"The whole art of government consists in the art of being honest," according to the architect of the Declaration of Independence and third president of the United States, Thomas Jefferson. Given that sentiment, it's tempting to think Jefferson would have approved of a new Web-based repository intended to close what the site's developers describe as an ever-widening gap between citizens' ability to monitor the government and the government's ability to monitor its citizens.
Researchers at the MIT Media Lab unveiled the Government Information Awareness, or GIA, website Friday. Using applications developed at the Media Lab, GIA collects and collates information about government programs, plans and politicians from the general public and numerous online sources. Currently the database contains information on more than 3,000 public figures. The premise of GIA is that if the government has a right to know personal details about citizens, then citizens have a right to similar information about the government.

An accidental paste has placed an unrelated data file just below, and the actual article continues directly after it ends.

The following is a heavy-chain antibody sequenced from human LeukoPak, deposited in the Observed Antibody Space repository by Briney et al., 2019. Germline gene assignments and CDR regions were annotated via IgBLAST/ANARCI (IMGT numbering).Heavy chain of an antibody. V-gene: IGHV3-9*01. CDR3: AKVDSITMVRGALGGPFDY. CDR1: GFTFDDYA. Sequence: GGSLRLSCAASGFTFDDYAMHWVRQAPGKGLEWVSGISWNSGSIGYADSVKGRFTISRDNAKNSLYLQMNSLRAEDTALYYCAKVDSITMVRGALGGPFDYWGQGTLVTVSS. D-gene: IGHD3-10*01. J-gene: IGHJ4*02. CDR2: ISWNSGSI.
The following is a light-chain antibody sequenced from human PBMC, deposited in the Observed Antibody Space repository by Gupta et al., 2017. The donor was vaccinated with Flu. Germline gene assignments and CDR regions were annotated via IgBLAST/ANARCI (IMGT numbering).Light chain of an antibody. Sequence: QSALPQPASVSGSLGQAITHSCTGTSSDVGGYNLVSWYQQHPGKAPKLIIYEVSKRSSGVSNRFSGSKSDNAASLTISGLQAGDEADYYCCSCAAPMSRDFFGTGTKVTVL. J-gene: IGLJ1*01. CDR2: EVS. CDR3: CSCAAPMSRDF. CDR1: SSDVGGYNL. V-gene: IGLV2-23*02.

GIA was inspired by the federal government's Terrorist Information Awareness, or TIA, program. Government officials have said that TIA's sole purpose is to identify potential terrorists by comparing information in a broad range of databases that might point to patterns indicative of terrorist activity.
News source: Wired News